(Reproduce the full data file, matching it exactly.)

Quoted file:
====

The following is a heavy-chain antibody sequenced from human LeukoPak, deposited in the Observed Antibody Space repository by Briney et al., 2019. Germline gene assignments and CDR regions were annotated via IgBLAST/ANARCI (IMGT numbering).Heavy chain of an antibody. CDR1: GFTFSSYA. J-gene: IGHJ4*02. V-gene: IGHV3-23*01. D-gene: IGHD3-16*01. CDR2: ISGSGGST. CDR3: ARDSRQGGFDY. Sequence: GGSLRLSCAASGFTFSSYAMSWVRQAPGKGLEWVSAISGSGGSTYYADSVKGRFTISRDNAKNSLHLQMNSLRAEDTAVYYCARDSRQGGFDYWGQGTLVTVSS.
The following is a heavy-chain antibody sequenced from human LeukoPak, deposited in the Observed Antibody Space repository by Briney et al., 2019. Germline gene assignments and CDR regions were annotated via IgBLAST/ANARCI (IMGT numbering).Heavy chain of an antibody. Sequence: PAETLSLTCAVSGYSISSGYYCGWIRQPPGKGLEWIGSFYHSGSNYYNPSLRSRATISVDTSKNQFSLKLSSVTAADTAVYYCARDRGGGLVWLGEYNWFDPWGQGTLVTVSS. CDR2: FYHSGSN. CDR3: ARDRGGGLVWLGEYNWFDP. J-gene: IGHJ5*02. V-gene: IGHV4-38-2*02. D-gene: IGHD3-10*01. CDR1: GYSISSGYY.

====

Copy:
The following is a heavy-chain antibody sequenced from human LeukoPak, deposited in the Observed Antibody Space repository by Briney et al., 2019. Germline gene assignments and CDR regions were annotated via IgBLAST/ANARCI (IMGT numbering).Heavy chain of an antibody. CDR1: GFTFSSYA. J-gene: IGHJ4*02. V-gene: IGHV3-23*01. D-gene: IGHD3-16*01. CDR2: ISGSGGST. CDR3: ARDSRQGGFDY. Sequence: GGSLRLSCAASGFTFSSYAMSWVRQAPGKGLEWVSAISGSGGSTYYADSVKGRFTISRDNAKNSLHLQMNSLRAEDTAVYYCARDSRQGGFDYWGQGTLVTVSS.
The following is a heavy-chain antibody sequenced from human LeukoPak, deposited in the Observed Antibody Space repository by Briney et al., 2019. Germline gene assignments and CDR regions were annotated via IgBLAST/ANARCI (IMGT numbering).Heavy chain of an antibody. Sequence: PAETLSLTCAVSGYSISSGYYCGWIRQPPGKGLEWIGSFYHSGSNYYNPSLRSRATISVDTSKNQFSLKLSSVTAADTAVYYCARDRGGGLVWLGEYNWFDPWGQGTLVTVSS. CDR2: FYHSGSN. CDR3: ARDRGGGLVWLGEYNWFDP. J-gene: IGHJ5*02. V-gene: IGHV4-38-2*02. D-gene: IGHD3-10*01. CDR1: GYSISSGYY.